The barman explained to my mate, better just to over-serve. Better still just to give them an ordinary lager in an ordinary pint glass.
This doesn't have to happen. But if we get what we want and we have all beer served in over-sized glasses, then it will happen - maybe not to this extreme degree, but drinkers won't be any happier, one way or another, with what they get. And that's because this British attitude, where we always assume we're about to be ripped off, leeches both the trust and the joy out of what should be a happy, informal occasion. CAMRA didn't invent this attitude, but they are encouraging it with a full pint campaign that doesn't explain all the issues around the importance of a head, and which panders to and encourages English small-minded pettiness.
Where there is a short serve, people are happy to correct it. To shout shrilly (and ultimately, inaccurately) about it could ruin perfectly good and valid beer serves.
OK, I'm ready. As the late, not-so-great Mike Reid would have said, "Rrrrrrrrunaround now!"
Wednesday, 8 August 2007
This year's festival opened yesterday and I was down there for the trade day. And I just had one problem: there was nothing to complain about.
This bloke wasn't even there.
I feel slightly cheated. I also worry that perhaps this means I'm going native and turning into one of them through over-exposure (I've even started wondering about growing a beard.)
I mean, yes, there were the usual things - the fact that it's cask only doesn't represent the true picture of British beer. But they're a cask-only organisation, rightly or wrongly. That's not going to change. Yes there was the usual motley collection of weirdos, but that's half the fun - I'd have been devastated if they weren't there.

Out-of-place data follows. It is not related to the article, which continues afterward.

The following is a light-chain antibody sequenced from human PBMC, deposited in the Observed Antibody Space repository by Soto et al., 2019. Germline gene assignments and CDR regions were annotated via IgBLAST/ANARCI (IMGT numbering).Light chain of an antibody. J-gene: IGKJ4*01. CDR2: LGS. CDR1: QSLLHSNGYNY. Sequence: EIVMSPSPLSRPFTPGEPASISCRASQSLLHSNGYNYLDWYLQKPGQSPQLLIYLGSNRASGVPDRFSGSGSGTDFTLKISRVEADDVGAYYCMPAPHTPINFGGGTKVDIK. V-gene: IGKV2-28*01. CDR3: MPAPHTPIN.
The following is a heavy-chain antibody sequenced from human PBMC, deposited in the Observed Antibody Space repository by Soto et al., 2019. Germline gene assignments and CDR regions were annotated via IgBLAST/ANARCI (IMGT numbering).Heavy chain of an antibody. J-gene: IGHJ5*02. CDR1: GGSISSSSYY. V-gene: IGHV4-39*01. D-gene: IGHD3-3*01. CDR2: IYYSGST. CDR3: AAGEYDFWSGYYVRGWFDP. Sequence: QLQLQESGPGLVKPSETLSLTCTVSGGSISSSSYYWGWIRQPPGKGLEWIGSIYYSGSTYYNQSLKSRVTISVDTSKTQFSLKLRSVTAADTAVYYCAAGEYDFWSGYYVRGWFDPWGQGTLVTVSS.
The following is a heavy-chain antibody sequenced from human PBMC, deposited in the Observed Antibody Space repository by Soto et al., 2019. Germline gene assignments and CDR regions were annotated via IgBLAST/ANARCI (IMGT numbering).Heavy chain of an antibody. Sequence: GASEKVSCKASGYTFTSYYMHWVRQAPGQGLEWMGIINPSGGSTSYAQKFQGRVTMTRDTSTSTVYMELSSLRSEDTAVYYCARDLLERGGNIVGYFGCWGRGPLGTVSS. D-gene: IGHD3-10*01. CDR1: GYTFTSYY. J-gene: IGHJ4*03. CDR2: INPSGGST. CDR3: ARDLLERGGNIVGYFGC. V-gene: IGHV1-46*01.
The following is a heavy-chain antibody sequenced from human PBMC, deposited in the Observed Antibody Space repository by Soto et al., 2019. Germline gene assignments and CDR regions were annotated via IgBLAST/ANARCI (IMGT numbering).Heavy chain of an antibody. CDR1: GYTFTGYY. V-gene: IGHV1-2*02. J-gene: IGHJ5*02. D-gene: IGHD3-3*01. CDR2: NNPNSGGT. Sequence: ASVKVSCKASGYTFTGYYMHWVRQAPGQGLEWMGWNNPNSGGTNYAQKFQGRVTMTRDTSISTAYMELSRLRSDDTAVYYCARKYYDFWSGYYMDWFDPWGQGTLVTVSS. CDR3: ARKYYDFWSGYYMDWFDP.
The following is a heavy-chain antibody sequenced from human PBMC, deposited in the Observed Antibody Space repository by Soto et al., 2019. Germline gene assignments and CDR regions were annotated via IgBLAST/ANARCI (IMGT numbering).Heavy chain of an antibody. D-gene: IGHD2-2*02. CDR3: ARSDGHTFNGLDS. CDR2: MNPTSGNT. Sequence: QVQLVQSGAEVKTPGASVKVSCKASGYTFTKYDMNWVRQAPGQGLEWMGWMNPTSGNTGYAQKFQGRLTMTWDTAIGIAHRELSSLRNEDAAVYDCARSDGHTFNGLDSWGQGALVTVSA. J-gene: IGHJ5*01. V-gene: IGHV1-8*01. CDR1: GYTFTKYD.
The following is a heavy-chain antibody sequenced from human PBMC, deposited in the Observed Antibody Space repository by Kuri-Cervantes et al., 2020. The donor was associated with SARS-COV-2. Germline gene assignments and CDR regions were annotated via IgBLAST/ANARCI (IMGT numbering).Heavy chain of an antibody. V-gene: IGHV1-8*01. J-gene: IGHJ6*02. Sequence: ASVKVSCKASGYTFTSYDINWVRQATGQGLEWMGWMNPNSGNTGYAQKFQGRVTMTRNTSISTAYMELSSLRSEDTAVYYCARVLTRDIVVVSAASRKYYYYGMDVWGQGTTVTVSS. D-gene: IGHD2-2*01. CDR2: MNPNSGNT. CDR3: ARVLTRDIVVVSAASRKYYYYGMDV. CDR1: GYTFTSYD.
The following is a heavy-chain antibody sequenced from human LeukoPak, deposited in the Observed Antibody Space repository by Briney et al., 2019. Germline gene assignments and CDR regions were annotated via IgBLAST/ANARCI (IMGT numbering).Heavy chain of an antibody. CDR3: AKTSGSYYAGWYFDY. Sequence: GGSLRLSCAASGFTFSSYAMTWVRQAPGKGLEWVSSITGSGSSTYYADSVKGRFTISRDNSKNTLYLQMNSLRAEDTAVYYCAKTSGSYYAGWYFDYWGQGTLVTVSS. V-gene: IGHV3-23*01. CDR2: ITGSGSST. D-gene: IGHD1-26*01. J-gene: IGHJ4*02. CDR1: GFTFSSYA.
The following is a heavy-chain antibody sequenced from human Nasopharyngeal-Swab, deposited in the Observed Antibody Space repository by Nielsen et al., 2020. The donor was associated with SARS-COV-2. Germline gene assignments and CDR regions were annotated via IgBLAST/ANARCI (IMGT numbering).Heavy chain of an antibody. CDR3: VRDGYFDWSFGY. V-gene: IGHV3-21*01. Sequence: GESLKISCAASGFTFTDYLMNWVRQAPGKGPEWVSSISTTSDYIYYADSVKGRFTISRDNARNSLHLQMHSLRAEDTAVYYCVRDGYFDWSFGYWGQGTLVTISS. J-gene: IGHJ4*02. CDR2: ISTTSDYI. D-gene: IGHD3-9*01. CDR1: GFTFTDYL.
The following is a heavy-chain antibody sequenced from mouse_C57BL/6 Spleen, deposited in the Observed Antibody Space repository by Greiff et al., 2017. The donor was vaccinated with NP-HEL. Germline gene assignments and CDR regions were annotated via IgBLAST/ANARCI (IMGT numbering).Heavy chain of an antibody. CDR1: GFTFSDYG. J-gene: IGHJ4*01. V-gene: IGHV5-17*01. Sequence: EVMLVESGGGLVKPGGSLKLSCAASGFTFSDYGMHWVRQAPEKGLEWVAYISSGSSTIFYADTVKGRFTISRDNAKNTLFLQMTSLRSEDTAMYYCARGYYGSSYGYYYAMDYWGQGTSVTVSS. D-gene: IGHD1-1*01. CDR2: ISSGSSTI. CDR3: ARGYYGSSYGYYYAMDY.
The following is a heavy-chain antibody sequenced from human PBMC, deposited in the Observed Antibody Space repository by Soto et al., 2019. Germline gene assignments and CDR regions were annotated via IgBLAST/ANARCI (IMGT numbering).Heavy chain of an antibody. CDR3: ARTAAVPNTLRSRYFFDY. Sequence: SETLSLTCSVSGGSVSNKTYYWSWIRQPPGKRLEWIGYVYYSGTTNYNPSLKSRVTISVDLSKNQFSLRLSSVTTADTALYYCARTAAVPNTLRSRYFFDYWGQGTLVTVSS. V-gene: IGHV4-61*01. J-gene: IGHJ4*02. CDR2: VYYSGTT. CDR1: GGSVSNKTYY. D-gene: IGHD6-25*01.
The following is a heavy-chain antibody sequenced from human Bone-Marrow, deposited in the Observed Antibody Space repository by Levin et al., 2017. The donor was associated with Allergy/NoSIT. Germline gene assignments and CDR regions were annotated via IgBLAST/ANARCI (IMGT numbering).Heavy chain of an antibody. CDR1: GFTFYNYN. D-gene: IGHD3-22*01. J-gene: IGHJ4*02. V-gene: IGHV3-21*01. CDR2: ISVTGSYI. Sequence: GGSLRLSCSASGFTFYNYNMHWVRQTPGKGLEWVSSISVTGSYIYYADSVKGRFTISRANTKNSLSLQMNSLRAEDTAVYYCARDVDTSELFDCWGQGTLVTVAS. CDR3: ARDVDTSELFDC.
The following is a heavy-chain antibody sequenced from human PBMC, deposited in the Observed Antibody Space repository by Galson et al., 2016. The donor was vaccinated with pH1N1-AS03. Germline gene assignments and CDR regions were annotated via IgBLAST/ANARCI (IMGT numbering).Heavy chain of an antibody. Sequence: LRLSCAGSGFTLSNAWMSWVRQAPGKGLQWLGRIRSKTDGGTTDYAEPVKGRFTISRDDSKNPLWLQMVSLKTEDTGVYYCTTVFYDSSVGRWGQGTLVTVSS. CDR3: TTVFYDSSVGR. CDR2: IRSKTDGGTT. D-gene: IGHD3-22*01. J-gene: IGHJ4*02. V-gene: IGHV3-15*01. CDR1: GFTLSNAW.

And of course, they still refuse to stock my books in their bookshop.
But most of the specific things I've ranted about in the past seem to have disappeared: the door staff were unfailingly polite; no-one was wearing T-shirts with messages like "If you drink lager you're a moron and you're not welcome here", the service was mostly attentive and, again, polite. They's sorted out the acoustics so you could hear what was happening on stage. It's the second year at Earls Court, and they've made the venue look a bit nicer - there are more seating areas, though still not enough really.
They've brought back third of a pint glasses, and these are elegant and stemmed, so women don't have to stand holding a pint. The pint glasses also have half and third of a pint markings, so everyone can explore more. I didn't have a full pint over the eight hours I was there. I must have tried ten or twelve beers, but only drunk about three and a half pints. This is the future for beer festivals, and it's the way American festivals have always been run, with the emphasis on trial and exploration rather than drunkenness.
And the 'Bieres san Frontieres' bit, the exception to the cask only rule (it's great that they do this - just stupid that you can have non-cask beer if you're foreign, but not if you're, say, Greenwich Meantime, who brew great beers just down the river) is bigger and better than ever. We spent most of our time drinking awesome American IPAs and unfiltered, unpasteurised Czech lagers. In both cases, this is the only time these beers are available in the UK. In both cases, this makes you want to get on a plane and spend a bit of time drinking in the beer's country of origin.